• C. Spinney

Updated: Nov 2

Books can activate the imagination - but are these visions products of the mind or something more sinister? ​

This gothic horror short was shot entirely on 8mm film, using a Revere Eye-Matic CA5 wind-up camera from 1958. I purchased the camera and then devised this short as a means of testing it. This meant that for the entire shoot, which lasted one full day, we were unsure if we were even capturing any images.

YouTube's compression did not play well with the natural film grain and gate weave, so for best picture quality, check it out on Vimeo. Stay tuned later this week for an in-depth making of, with an exposure(!) of the film process.

  • C. Spinney

Updated: Nov 2

Last May, we had the great joy of participating in the Washington DC 48 Hour Film Project for the first time. We wrote, shot, and edited this film in one blurry weekend, finishing the competition cut in the back of the car on the way to the venue and turning it in one minute before the deadline!

Buddies had a successful screening at the competition and was even nominated for a couple awards, but we knew it could be even better. So now, we're excited to present the extended edition of our award-losing short film - now with three minutes of extra material, improved visual effects, and a sub-woofer-wrecking score from Zach Clausson.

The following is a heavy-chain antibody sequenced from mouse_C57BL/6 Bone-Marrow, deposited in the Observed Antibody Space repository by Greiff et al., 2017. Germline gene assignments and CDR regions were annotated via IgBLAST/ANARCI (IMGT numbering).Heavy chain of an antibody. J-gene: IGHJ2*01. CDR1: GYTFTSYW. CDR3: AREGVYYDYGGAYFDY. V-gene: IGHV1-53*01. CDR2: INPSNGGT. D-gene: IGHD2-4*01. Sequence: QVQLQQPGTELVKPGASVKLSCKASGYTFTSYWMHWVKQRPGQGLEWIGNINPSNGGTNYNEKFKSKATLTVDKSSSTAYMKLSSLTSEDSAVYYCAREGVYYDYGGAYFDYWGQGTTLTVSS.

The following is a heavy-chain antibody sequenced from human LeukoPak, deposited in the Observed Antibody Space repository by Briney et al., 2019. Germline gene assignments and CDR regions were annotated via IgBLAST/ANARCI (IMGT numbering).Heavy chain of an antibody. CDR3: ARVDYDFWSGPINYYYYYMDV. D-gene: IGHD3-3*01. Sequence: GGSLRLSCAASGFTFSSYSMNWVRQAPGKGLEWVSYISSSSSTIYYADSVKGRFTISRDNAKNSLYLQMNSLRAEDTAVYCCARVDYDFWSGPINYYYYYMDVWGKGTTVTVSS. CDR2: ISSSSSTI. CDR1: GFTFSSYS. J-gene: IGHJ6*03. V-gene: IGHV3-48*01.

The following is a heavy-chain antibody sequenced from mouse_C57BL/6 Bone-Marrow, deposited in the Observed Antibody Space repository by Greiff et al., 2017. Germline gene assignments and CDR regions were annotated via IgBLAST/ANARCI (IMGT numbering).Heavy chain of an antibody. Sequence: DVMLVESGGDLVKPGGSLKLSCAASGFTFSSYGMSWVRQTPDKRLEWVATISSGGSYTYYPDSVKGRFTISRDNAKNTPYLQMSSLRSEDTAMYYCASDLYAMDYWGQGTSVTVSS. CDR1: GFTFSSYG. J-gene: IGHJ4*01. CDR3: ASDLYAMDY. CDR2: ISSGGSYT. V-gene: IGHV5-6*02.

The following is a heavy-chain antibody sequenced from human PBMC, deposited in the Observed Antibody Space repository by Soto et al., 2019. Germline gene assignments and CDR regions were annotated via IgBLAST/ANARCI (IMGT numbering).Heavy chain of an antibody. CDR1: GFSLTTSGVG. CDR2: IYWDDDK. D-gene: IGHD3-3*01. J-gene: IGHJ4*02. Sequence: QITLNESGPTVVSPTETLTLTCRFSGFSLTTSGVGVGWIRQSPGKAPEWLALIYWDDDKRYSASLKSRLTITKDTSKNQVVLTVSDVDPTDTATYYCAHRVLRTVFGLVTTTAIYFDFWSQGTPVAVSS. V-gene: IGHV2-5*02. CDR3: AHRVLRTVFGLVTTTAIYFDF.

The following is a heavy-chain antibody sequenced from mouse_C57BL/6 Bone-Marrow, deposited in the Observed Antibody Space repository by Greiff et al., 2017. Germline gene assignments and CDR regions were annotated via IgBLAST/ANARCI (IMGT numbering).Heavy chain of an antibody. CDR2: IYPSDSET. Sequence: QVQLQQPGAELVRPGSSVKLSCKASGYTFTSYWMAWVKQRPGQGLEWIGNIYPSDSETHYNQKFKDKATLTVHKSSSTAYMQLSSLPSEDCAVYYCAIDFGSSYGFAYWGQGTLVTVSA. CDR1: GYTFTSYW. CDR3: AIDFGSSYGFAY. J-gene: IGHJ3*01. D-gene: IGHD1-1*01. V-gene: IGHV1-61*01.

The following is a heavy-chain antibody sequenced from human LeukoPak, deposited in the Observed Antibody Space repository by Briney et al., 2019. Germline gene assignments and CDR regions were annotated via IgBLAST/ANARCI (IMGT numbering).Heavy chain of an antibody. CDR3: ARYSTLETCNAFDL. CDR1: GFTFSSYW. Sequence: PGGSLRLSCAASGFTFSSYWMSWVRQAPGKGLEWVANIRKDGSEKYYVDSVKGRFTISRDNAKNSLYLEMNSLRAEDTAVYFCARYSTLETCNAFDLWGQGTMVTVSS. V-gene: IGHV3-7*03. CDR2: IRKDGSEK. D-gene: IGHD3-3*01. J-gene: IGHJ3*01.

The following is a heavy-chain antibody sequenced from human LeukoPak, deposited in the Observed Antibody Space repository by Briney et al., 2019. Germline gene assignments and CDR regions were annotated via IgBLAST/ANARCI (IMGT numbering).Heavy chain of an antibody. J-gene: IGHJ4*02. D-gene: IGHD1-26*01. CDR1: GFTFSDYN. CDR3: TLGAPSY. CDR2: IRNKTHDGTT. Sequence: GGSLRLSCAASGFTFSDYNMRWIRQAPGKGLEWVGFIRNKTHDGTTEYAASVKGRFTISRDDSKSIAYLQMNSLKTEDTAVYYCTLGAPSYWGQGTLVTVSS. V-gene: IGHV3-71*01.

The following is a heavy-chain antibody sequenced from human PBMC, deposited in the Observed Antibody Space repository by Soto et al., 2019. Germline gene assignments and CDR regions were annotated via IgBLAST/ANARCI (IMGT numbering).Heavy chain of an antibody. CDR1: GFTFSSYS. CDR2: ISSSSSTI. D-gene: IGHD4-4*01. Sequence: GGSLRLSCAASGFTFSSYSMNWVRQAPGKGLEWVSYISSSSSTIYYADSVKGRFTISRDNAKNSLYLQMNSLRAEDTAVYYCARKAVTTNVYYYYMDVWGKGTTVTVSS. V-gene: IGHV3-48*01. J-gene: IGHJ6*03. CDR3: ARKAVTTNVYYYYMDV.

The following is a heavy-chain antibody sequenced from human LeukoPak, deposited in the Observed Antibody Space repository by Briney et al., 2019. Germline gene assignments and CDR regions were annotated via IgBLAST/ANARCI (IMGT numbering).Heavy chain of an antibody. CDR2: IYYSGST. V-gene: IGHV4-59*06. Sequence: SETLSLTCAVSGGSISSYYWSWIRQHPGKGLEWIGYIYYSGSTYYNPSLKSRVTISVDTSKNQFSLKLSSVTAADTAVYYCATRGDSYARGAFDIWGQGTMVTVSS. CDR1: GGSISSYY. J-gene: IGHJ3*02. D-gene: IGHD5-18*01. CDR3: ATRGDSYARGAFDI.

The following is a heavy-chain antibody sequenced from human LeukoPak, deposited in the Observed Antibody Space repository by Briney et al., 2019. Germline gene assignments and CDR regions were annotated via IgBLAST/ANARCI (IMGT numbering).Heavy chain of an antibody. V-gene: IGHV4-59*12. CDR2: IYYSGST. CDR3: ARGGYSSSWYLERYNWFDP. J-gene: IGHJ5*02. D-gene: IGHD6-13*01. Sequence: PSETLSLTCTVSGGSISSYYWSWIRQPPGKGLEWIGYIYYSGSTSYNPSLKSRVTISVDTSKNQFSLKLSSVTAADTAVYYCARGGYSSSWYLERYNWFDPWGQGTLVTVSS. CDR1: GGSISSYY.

You're bored, you're stuck at home... Why not hang out with your Buddies?

  • C. Spinney

Updated: Mar 2

After three years of tinkering and laboring, The Mennonite of the Living Dead is finally finished and available for rental!

This film was born from frustration and failure. The majority of the cast and crew had worked together on no-budget productions before, and we were gearing up to produce our most ambitious feature yet. After the script was finished, this project quickly revealed itself to be a little too ambitious and we sidelined it until more resources could be put together.

That’s when I began joking around with Steven Lowry and Marcus Lawrence, two of my best friends and most frequent collaborators. “We should just rent a cabin and film a sleazy horror movie. We could all stay there for a weekend and just crank it out.” Famous last words.

A story quickly began to take shape, and it started to seem like we could channel the momentum of the old project into this new, more spontaneous venture. We nailed down a weekend in August, 2016 - at the height of the full moon - and started planning for the shoot. Or should have started planning, really.

Instead we quickly learned exactly why nobody tries to shoot an entire movie in a weekend, but the fruit of our breathless, frenzied labor was this fun little film. It’s a love letter to all of the no-budget horror films I adore, which clog up my DVD shelves and cause friends to question my taste. Now they have further reason to do so.

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